Through gusty winds that produced dust devils and mini-sandstorms, the dual pitching performances of Nazareth “Naz” Garcia and Elijah Tapia helped propel the Moriarty High School baseball team to a doubleheader sweep over the visiting Pojoaque Elks last Saturday.

It was a good day to be us,” Moriarty head coach Denny Young said of the 3-2 and 9-1 victories. “In this wind, to play the way we did and still come away with a couple of wins, it’s good.”

The sweep, on top of last Thursday’s 3-0 win at Los Alamos, improved the Pintos’ record to 8-3.

It feels great knowing everyone on your team is ready-pumped,” junior pitcher and infielder Garcia said after picking up the win in the second game.

Moriarty’s Elijah Tapia struck out 12 Pojoaque batters in the first game of last Saturday’s doubleheader sweep. Photo by G. Demarest.

Garcia—who threw a lot of off-speed stuff including his signature knuckleball—pitched seven innings allowing 1 run on six hits while striking out three Pojoaque batters. “I was just trying to pitch-to-hit because my defense was outstanding,” Garcia said. “If I get a K, it’s good, but I trust my defense.”

Moriarty’s defense turned two double plays in the game.

He was very efficient out there,” Young said of Garcia. “He got a lot of ground ball outs, he got a little run support and he didn’t have to pitch under stress the whole game.”

That run support came mostly in the bottom of the third inning when the Pintos plated 6 runs.

Cody Pisz led off the inning with a fly ball that the Elks’ left fielder couldn’t hold onto. Pisz went to second base on Antonio Mora’s infield base hit.

Then, as Pisz attempted to steal third, Pojoaque’s catcher overthrew his third baseman and the ball sailed down the left field line. Pisz came home on a face-first slide in a cloud of dust.

Elijah Tapia’s 3-RBI double capped the scoring surge and the Pintos were sitting on a 7-0 cushion.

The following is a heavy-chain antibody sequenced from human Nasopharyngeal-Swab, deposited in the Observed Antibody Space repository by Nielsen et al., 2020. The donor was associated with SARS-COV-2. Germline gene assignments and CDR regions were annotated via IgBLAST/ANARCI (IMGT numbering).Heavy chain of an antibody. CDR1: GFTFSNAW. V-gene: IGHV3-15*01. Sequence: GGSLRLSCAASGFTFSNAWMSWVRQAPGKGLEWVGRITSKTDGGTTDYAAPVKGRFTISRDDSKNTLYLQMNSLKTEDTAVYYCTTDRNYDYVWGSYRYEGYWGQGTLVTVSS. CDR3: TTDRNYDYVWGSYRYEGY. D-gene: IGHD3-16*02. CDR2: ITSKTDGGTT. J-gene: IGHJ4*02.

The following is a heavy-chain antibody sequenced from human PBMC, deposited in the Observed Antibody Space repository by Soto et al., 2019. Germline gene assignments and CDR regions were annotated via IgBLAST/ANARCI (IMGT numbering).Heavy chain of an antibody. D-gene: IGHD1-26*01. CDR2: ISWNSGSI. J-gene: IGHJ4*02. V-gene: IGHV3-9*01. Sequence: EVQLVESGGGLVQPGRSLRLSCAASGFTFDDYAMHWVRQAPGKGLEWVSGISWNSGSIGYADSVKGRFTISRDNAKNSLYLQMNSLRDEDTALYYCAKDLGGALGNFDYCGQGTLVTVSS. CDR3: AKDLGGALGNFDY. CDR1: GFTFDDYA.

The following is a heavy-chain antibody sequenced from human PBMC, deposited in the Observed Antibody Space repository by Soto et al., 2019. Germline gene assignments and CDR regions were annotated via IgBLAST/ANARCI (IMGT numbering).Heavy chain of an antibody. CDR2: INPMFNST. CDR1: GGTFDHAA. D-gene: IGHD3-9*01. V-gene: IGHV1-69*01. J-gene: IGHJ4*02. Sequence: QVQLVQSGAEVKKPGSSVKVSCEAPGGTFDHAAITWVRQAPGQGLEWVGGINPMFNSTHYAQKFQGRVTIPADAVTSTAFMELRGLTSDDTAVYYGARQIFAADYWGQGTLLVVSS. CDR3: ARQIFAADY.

Pisz scored again in the fourth inning and a Mora RBI in the fifth rounded out Moriarty’s run production.

In the first game, the persistently howling wind forced the umpires to call four timeouts to allow the blowing dust to settle.

It was really hard, especially hitting, the dust was coming right at you,” Tapia said.

He went the distance on the mound, allowing 1 earned run—the Elks scored their first run in the top of the second inning off a Moriarty throwing error—while fanning 12 Pojoaque batters, including striking out the side in the fifth inning.

It was pretty hard trying to keep your balance up there as you’re pitching,” Tapia said, adding that his “fastball inside” was his most effective pitch.

Tapia also made some noise with his bat in the first game with a trio of doubles, including knocking in the Pintos’ first run in the bottom of the second inning with an RBI two-bagger to the gap in right-centerfield.

After the Elks took the lead in the top of the fourth, Pisz scored in the home half of the frame to knot the score at 2-2.

The score remained tied at 2 until the bottom of the seventh when Mora, who beat out an infield hit to lead off the inning, stole second base and immediately stole third.

The coaches said if I got on base to try and steal both,” Mora said.

Then with one out, Julius Giron swung at the first pitch and bounced a hot grounder to the right side that Pojoaque’s second baseman couldn’t handle, and Mora trotted home for the game-winning run.

I knew that if any ball was hit to the right side, I was just gonna go, just take off,” Mora said about his walk-off run. “It was a good feeling to get the win at the end.”

The Pintos put a lot of runners on base during the game, but had trouble getting them around, leaving 10 of them on the bags. “At least eight were in scoring position,” Young noted. “But we got a good performance out of Tapia, and we were able to come through in the seventh and get him a win.”

The Pintos host Miyamura Thursday.

Ger Demarest
Ger Demarest

Ger has been writing and shooting photos of high school sports for The Independent for 15 years. His dedication to youth athletics goes beyond sports reporting. He is past president of East Mountain Little League and works as a baseball umpire. He lives in Edgewood with his family.